When I was pregnant with my daughter, I felt so lousy physically, I had no idea how labor could be that much worse compared with the discomfort I was having. Sure, I worried about it and wondered about it. But, I was extremely naive about what to expect. What bothered me the most and kept me a little too anxious was being seen in that state of undress with an audience. I opted to do a natural childbirth, not because I wanted to boast about my birthing prowess, but because I had been longing for so many years to birth a baby I wanted to feel everything!
Whew! I felt it. I felt it and then some. Toward the end, my husband was trying to keep the oxygen mask on my face because I was fighting so hard against the crowning of the baby I had great difficulty trying to breathe. I was losing my wits and losing my strength. The nurses kept telling me I was fighting against it and to just relax and push when they said to push. My husband chimed in to tell me to listen to the nurses. I wanted to rip out what little was left of his head of hair and scream, “SHUT UP!!! THIS IS ALL YOUR FAULT!!!”
Everything went black when I gave it one last push and I literally saw stars, just like in the cartoons. But, in the midst of the stars and darkness, my body was suddenly flushed with this sensation of RELIEF! It was overwhelming. I had goosebumps and I was shivering as if I were freezing cold, even though I was burning up and soaked with sweat. I felt such an intense amount of relief that I was grateful to have experienced what I just experienced. I know. I think labor and birth makes you a little nutty. As if I weren’t prone to a little nuttiness already. *ahem*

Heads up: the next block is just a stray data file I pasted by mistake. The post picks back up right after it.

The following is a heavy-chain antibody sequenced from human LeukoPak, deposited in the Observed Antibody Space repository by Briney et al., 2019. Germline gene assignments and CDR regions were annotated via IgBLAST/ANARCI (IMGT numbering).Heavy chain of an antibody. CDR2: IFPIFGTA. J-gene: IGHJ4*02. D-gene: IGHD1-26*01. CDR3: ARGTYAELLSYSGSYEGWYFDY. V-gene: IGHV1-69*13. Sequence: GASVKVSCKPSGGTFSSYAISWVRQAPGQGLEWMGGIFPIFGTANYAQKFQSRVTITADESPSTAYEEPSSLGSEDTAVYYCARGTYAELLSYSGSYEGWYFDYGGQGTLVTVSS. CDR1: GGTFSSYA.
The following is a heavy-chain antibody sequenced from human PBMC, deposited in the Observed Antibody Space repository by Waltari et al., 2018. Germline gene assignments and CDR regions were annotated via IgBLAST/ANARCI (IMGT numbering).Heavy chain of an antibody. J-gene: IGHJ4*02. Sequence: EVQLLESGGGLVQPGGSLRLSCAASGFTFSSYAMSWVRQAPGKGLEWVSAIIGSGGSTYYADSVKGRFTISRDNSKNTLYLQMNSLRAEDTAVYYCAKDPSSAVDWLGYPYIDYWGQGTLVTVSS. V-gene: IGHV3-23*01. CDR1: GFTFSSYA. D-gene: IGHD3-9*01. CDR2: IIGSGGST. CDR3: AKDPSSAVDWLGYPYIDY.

When I was pregnant with my son, I had it a little easier during the pregnancy. However, since I knew how badly it hurt to give birth, I was scared. I could not stop obsessing about it. I wanted to do another natural childbirth, but I was still out of my mind with anticipation of the pain. My son hurt worse than my daughter. He was bigger than she was and the labor itself rocked me to the core. I saw more stars and darkness than I did the first time around and it was as if I were stuck in some strange cartoon.
There was one point, as I was pushing during the crowning moment, when the room went silent and the doctor asked me to stop. I got chills up and down my spine and my heart may have stopped, especially when I saw the look on my husband’s face. The was some maneuvering and then the doctor quietly asked me to go ahead and push. I gave everything I had left within me to push in order to get my baby out and get my baby help for whatever was happening.
When my son finally arrived, instead of being flooded with relief, I was terrified. In my mind I was praying Psalm 23 as I looked at his limp, purple body. I had never in my life seen that shade of purple and blue. I once handled the bodies of deceased individuals resulting from various causes of death, yet I had never seen that. My son wasn’t moving, he wasn’t making a sound, and I heard my voice ask weakly, “Why isn’t he moving? What is happening?”
My husband held my hand while we watched them work on our baby boy, trying to get him to respond. In the back of my heart I was praying frantically, “Lord, please don’t do this. Please don’t take him!” I was about to loose my mind. I even wanted to do a rewind and be in labor all over again if it meant my son would be okay.
They explained, as they worked on him, that the umbilical cord had been wrapped too tightly around his neck and was so short it caused some issues. When the doctor had asked me to stop pushing, she was untangling him and assessing whether or not I would need emergency surgery to get him out safely. Thankfully, emergency surgery was not my destination that day nor was the loss of my baby. My husband and I both burst into tears and shouted with joy and relief when we heard those first little bleats of our newborn son. He got pinker and pinker the more he bleated and wailed! I just looked at the doctor and cried, “THANK YOU!!!”